UPDATE: Uproar after court says no crucifixes in Italian schools
(Photo: A crucifix in a Rome classroom, 3 Nov 2009/Tony Gentile)
Here’s an update from Phil Pullella in Rome:
The European Court of Human Rights ruled on Tuesday that crucifixes should be removed from Italian classrooms, prompting Vatican anger and sparking uproar in Italy, where such icons are embedded in the national psyche.
“The ruling of the European court was received in the Vatican with shock and sadness,” said Vatican spokesman Father Federico Lombardi, adding that it was “wrong and myopic” to try to exclude a symbol of charity from education.
The ruling by the court in Strasbourg, which Italy said it would appeal, said crucifixes on school walls — a common sight that is part of every Italian’s life — could disturb children who were not Christians.
“This is an abhorrent ruling,” said Rocco Buttiglione, a former culture minister who helped write papal encyclicals. “It must be rejected with firmness. Italy has its culture, its traditions and its history. Those who come among us must understand and accept this culture and this history.”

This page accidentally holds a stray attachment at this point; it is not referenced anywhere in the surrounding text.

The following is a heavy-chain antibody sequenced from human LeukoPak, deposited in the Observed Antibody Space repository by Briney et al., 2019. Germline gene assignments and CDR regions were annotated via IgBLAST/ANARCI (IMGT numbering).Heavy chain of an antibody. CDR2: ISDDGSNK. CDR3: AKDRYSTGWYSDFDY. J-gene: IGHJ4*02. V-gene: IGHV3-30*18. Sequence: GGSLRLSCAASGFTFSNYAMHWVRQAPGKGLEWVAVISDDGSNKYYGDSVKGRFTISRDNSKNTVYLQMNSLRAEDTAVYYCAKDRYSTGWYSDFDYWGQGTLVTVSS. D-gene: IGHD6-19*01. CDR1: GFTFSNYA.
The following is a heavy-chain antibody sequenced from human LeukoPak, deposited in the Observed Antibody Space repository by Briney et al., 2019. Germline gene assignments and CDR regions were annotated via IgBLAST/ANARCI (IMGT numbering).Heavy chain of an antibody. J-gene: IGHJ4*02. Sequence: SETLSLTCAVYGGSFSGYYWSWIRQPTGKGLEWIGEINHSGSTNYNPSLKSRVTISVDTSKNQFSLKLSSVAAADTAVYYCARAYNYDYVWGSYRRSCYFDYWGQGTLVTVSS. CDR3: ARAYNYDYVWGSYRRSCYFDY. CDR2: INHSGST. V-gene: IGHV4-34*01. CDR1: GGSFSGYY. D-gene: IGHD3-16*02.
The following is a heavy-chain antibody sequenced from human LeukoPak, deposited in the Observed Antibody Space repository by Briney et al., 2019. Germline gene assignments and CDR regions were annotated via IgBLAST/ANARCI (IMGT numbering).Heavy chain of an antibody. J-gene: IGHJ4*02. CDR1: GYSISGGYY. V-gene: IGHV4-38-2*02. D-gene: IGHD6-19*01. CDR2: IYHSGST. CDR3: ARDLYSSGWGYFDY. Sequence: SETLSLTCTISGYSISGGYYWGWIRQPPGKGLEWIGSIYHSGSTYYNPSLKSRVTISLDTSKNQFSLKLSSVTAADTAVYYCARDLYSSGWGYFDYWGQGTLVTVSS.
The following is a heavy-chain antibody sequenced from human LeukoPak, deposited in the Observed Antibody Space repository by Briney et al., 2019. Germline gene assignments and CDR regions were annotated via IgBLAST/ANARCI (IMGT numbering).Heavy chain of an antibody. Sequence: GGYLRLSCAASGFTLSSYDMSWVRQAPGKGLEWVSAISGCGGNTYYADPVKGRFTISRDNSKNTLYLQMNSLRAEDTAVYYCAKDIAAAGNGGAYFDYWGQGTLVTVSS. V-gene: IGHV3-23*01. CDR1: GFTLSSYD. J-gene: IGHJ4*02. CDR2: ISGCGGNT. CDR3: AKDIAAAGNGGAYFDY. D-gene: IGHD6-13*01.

The Vatican spokesman said it was sad that the crucifix could be considered a symbol of division and said religion offered a vital contribution to the moral formation of people. Members of Prime Minister Silvio Berlusconi’s government bristled, weighing in with words such as “shameful,” “offensive,” “absurd,” “unacceptable,” and “pagan.”
Here is our earlier item from Strasbourg on the ruling:
The European Court of Human Rights in Strasbourg ruled on Tuesday that Italian schools should remove crucifixes from classroom walls, saying their presence could disturb children who were not Christians. The decision is likely to provoke a controversy in Italy, which is deeply attached to its Roman Catholic roots.
(Photo: Parents in Ofena campaign to keep crucifix in Italian schools, 29 Oct 2003/Alessandro Bianchi)
The case was brought by an Italian national, Soile Lautsi, who complained that her children had to attend a public school in northern Italy which had crucifixes in every room. Lautsi said this ran counter to her right to give her children a secular education and the Strasbourg-based court ruled in her favour.
“The presence of the crucifix … could be encouraging for religious pupils, but also disturbing for pupils who practised other religions or were atheists, particularly if they belonged to religious minorities,” the court said in a written ruling.